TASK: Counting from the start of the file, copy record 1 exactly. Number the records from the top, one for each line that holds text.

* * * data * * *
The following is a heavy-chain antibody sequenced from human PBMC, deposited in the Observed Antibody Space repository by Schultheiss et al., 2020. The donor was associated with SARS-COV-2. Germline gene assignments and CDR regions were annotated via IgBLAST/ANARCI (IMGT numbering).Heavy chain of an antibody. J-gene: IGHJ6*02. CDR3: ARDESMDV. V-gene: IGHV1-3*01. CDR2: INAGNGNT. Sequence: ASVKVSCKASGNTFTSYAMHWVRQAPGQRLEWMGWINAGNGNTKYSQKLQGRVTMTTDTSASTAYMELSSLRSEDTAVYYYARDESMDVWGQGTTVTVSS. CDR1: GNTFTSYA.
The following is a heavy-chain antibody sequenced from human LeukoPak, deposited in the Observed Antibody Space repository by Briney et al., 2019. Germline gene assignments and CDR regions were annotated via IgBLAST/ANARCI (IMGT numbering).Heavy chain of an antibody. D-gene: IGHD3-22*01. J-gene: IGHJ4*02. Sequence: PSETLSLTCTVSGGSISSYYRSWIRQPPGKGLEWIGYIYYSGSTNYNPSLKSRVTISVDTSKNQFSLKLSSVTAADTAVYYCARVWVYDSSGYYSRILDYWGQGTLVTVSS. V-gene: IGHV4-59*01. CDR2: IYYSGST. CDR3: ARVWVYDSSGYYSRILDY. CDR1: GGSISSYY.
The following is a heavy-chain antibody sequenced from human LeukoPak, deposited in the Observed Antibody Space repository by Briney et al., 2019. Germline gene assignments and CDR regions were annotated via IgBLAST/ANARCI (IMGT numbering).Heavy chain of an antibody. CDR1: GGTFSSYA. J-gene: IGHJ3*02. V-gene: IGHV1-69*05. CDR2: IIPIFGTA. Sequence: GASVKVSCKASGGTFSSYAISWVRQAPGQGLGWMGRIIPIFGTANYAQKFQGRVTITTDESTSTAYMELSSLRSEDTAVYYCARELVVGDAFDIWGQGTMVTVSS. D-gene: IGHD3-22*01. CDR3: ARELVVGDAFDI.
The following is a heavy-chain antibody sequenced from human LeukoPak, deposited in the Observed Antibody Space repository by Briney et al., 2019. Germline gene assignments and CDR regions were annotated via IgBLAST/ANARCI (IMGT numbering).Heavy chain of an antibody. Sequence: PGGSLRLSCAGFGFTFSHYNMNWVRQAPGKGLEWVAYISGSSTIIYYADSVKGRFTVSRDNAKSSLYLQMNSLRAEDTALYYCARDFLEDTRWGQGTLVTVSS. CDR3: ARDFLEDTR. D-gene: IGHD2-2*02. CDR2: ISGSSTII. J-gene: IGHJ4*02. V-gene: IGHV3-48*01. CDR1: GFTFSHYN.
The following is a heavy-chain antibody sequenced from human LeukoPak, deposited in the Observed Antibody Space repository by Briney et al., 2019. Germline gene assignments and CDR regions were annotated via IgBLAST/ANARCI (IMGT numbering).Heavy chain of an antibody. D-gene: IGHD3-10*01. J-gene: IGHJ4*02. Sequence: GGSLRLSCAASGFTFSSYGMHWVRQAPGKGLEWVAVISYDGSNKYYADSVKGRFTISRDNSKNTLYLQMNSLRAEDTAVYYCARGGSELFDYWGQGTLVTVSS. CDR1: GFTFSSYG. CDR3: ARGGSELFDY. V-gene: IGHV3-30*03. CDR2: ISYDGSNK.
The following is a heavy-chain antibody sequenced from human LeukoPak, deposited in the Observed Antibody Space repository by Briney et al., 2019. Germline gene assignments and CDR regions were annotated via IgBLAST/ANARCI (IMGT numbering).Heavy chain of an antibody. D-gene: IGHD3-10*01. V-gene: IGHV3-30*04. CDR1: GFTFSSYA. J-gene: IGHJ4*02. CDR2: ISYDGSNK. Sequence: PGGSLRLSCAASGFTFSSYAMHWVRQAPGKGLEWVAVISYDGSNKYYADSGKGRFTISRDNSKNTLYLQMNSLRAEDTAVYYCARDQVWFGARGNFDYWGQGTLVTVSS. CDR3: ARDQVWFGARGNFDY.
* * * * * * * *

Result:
The following is a heavy-chain antibody sequenced from human PBMC, deposited in the Observed Antibody Space repository by Schultheiss et al., 2020. The donor was associated with SARS-COV-2. Germline gene assignments and CDR regions were annotated via IgBLAST/ANARCI (IMGT numbering).Heavy chain of an antibody. J-gene: IGHJ6*02. CDR3: ARDESMDV. V-gene: IGHV1-3*01. CDR2: INAGNGNT. Sequence: ASVKVSCKASGNTFTSYAMHWVRQAPGQRLEWMGWINAGNGNTKYSQKLQGRVTMTTDTSASTAYMELSSLRSEDTAVYYYARDESMDVWGQGTTVTVSS. CDR1: GNTFTSYA.